• Thinking of holiday destinations, a warm and slightly humid place would be ideal to counter Vata’s cold, dry qualities.


A guide to 3-day cleanse for vata dosha

Vata can struggle with energy, so a vata-specific cleansing regime can support regular energy levels and keep them feeling balanced and strong.

1. Practice daily meditation and mindfulness at the beginning and end of the day 

2. Daily self-massage before showering with sesame or sunflower oil

3. Dring a glass of warm water with a few drops of lemon juice upon waking

4. Eat Kichadi for breakfast lunch and dinner for 3 days

5. Eat breakfast before 8am, lunch before 1pm and dinner before 6pm

6. Wake with the sun and sleep by 10pm

7. Avoid screens, conversations and stimulation 1 hour before sleep

Warm food is vital for a vata type, so no juices, smoothies or anything raw or cold. Simple, warm and lightly spiced foods such as kitcharee, dahl, soups and vegetable stews are ideal. Think about adding aromatic but not hot herbs such as fennel, cumin, coriander, and turmeric into your meals. Herbs that really support the vata constitution are those that will help create a sense of balance and stability, but also nourish the body at a deep level.

Hydrate with warm herbal teas that support optimum digestion such as fennel, cardamom and ginger. Balancing herbs such as ashwagandha will also help to support the nervous vata emotions.

Don't know your dosha? Take the Mudra Wellness Dosha Quiz to find out.

Vata Diet

People with a Vata dosha should eat protein with breakfast, a full meal at lunch and a light, cooked supper. Avoid combining too many different foods. Allowing sufficient time to eat and chewing carefully will ensure that pre-existing digestive enzymes in the saliva are released, making food easier to digest.

Important for Vata types: drink regularly and in plentiful quantities. Also important: warm drinks. Meals should also be predominantly warm and vegetables should generally be cooked, because sweet and warming dishes help subdue Vata.

The Vata type should avoid stimulating drinks. This includes cola, coffee and black tea. This is because they stimulate the human nervous system too much. Carbonated beverages should be avoided as far as possible too.


  • Sesame

  • Avocado

  • Ghee

  • Almond 

  • Mustard 

  • Coconut 

  • Sunflower



  • Turmeric

  • Ginger

  • Cumin

  • Cinnamon

  • Nutmeg

  • Clove

  • Vanilla 

  • Allspice

  • Asafoetida

  • Paprika

  • Black pepper

  • Pippali

  • Rosemary

  • Tarragon

  • Oregano

  • Thyme

  • Marjoram

  • Salt

  • Saffron

  • Mustard seeds

  • Fennel

  • Cardamom



  • Sweet potatoes

  • Carrots

  • Beets

  • Yams

  • Butternut squash

  • Acorn Squash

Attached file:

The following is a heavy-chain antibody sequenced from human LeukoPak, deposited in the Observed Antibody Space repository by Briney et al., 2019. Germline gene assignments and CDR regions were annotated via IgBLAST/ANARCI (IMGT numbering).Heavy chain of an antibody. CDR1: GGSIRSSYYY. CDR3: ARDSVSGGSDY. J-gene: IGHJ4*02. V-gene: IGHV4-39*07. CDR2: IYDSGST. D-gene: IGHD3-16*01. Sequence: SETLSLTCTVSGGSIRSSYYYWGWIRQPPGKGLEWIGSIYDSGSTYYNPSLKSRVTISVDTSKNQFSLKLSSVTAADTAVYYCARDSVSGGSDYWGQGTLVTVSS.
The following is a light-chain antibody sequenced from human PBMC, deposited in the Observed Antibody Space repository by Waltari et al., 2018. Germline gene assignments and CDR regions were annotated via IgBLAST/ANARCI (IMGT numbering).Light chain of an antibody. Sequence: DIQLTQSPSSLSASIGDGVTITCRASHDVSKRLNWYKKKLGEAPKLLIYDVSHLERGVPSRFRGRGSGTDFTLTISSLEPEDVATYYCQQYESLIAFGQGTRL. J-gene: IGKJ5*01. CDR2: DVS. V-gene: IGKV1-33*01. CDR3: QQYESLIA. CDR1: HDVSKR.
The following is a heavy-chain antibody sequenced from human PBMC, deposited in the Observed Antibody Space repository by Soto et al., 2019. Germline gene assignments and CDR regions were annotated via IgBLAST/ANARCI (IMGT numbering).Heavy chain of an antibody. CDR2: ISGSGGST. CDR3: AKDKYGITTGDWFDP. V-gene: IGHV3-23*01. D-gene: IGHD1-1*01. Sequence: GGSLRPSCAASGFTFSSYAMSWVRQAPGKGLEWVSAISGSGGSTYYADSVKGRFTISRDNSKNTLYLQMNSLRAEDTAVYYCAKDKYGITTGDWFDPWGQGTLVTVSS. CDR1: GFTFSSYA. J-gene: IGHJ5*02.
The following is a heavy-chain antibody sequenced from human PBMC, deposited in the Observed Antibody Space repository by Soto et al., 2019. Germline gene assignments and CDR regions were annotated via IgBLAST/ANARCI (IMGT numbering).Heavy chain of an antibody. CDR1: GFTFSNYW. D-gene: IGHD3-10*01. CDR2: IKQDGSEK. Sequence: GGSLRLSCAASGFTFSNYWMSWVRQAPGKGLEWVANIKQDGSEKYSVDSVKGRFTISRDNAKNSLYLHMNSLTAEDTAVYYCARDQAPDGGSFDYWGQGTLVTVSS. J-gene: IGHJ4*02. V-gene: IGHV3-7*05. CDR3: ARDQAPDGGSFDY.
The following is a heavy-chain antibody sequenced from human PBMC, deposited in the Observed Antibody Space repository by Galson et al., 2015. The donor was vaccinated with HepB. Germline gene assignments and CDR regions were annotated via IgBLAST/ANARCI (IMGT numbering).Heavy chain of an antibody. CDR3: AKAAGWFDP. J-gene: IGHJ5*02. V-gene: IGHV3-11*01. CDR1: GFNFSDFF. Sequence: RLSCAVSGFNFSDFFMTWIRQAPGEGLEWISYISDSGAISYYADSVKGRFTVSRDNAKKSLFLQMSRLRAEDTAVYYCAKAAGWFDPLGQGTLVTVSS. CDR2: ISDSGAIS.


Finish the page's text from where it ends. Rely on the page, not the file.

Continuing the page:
• Spaghetti Squash

  • Pumpkin

  • Zucchini 

  • Yellow Squash

  • Rutabaga 

  • Okra

  • Peas 

  • Asparagus 

  • Avocado

  • Okra

  • Caramelized onions

  • Chilies (in small quantities)

  • Mustard Greens 


  • Rice

  • Rice pudding 

  • Oatmeal 

  • Pancakes

  • Amaranth

  • Durham flour

  • Seitan 

  • Quinoa


  • Mung beans

  • Red lentils

  • Split black lentils / black gram (urad dahl)

  • Split pigeon peas (toor dahl)

  • Soy 

  • Tofu 



  • Goat

  • Beef

  • Dark meats of birds 

  • Buffalo

  • Freshwater fish

  • Saltwater fish

  • Sardines

  • Anchovies

  • Shrimp

  • Shellfish

  • Eggs



  • Raw cow’s milk 

  • Goat’s milk

  • Ghee

  • Butter

  • Buttermilk

  • Ricotta

  • Goat cheese

  • Clotted cream

  • Cottage cheese

  • Cream cheese 

  • Yogurt 

  • Sour cream (in small quantities) 

  • Oat Milk

  • Almond Milk



  • Almonds

  • Walnuts

  • Brazil nuts

  • Pistachios 

  • Cashews

  • Macadamia Nuts

  • Hazelnuts

  • Pecans

  • Pine nuts

  • Chia seeds

  • Pumpkin seeds

  • Sesame seeds 

  • Flax seeds



  • Stewed or baked apples

  • Ripe bananas 

  • Apricots

  • Peaches

  • Strawberries

  • Blueberries

  • Coconut

  • Cherries

  • Melons

  • Lemons

  • Limes

  • Grapefruit

  • Oranges

  • Mandarins

  • Clementines

  • Tangerines 

  • Mango

  • Papaya

  • Tamarind 

  • Rhubarb 

  • Grapes

  • Dates (fresh, cooked or soaked)

  • Figs (fresh, cooked or soaked)

  • Prunes (cooked or soaked)

  • Raisins (cooked or soaked)


  • Jaggery

  • Molasses

  • Sucanat

  • Barley malt

  • Date sugar

  • Turbinado sugar

  • Honey (fresh and raw)

  • Maple syrup (in small quantities)


A complete Ayurvedic Consultation will give you a more in-depth analysis of your body/mind constitution and causative factors of symptoms or illness.  Receive a more personalized plan of lifestyle, routine, diet and herbs for your longterm healing as well as more specific recommendations according to your symptoms or illness.  Private consultations dive deeper into the root causes of current imbalances in your body, mind and life. Book your Complete Ayurvedic Consultation.